A report by UN inspectors investigating a chemical weapons attack in Syria could be released shortly, Luxembourg Foreign Minister Jean Asselborn says.
“According to my information, the inspectors’ report will come next Monday,” Asselborn told
Deutschlandfunk public radio on Wednesday.
Asselborn appealed to the Security Council’s five veto powers to reach a consensus on dealing with the conflict, now in its third year. Luxembourg is a non-permanent member of the Security Council.
US President Barack Obama said in an address to the nation on Tuesday that, while diplomatic initiatives related to a Russian plan to place Syria’s chemical weapons under international control had produced some “encouraging signs,” it was too early tell if they would work.
Obama said the US would hold off on a planned military strike to give the diplomatic efforts a chance and would give UN inspectors the opportunity to report their findings.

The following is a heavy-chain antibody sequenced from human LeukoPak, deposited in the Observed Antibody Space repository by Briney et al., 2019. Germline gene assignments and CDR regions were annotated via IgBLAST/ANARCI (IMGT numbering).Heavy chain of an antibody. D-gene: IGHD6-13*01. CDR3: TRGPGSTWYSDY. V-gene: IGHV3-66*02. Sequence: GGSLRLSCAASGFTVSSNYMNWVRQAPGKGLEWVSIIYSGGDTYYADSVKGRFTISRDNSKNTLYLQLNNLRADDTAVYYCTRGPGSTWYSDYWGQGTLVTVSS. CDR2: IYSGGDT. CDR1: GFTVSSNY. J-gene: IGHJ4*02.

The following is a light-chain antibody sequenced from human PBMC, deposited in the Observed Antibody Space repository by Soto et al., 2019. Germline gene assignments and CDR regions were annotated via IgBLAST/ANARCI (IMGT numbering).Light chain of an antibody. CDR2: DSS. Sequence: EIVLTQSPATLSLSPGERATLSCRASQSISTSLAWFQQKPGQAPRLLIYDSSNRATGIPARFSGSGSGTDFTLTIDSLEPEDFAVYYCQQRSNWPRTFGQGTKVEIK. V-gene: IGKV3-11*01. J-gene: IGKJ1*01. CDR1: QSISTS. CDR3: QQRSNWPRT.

In a televised speech from the White House, he cited Russia’s willingness to push Syrian President Bashar al-Assad to relinquish chemical weapons and Damascus’s sudden willingness to join the 1997 Chemical Weapons Convention.
The US has repeatedly accused Assad’s regime of using chemical weapons in an attack near Damascus on August 21, which Washington says killed 1429 people. The Syrian government has denied responsibility.
European Union foreign policy chief Catherine Ashton called for the UN experts investigating the use of chemical weapons near Damascus to complete their work as soon as possible.
“It is now of the utmost importance that they complete their report as soon as possible, that the work going on in laboratories in Sweden and Finland and elsewhere gives us the information … that is already established through other reports that many member states and international partners have been engaged in,” she told the European Parliament in Brussels.
The European Parliament is expected to vote on a Syria resolution on Thursday.